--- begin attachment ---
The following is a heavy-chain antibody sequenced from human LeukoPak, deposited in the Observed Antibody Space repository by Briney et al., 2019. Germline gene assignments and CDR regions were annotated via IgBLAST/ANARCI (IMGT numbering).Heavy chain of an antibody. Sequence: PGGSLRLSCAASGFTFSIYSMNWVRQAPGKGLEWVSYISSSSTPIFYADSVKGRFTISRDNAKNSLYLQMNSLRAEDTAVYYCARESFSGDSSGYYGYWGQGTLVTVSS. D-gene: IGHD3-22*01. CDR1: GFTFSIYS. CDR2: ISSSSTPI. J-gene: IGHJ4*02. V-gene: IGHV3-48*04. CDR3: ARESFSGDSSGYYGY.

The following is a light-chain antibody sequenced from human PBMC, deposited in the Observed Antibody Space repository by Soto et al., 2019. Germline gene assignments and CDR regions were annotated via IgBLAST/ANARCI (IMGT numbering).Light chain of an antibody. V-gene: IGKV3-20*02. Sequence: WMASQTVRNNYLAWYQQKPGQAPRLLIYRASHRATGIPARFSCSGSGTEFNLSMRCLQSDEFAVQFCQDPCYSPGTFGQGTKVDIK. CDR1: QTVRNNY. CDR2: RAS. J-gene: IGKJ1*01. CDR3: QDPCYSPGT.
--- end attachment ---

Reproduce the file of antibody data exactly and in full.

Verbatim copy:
The following is a heavy-chain antibody sequenced from human LeukoPak, deposited in the Observed Antibody Space repository by Briney et al., 2019. Germline gene assignments and CDR regions were annotated via IgBLAST/ANARCI (IMGT numbering).Heavy chain of an antibody. Sequence: PGGSLRLSCAASGFTFSIYSMNWVRQAPGKGLEWVSYISSSSTPIFYADSVKGRFTISRDNAKNSLYLQMNSLRAEDTAVYYCARESFSGDSSGYYGYWGQGTLVTVSS. D-gene: IGHD3-22*01. CDR1: GFTFSIYS. CDR2: ISSSSTPI. J-gene: IGHJ4*02. V-gene: IGHV3-48*04. CDR3: ARESFSGDSSGYYGY.

The following is a light-chain antibody sequenced from human PBMC, deposited in the Observed Antibody Space repository by Soto et al., 2019. Germline gene assignments and CDR regions were annotated via IgBLAST/ANARCI (IMGT numbering).Light chain of an antibody. V-gene: IGKV3-20*02. Sequence: WMASQTVRNNYLAWYQQKPGQAPRLLIYRASHRATGIPARFSCSGSGTEFNLSMRCLQSDEFAVQFCQDPCYSPGTFGQGTKVDIK. CDR1: QTVRNNY. CDR2: RAS. J-gene: IGKJ1*01. CDR3: QDPCYSPGT.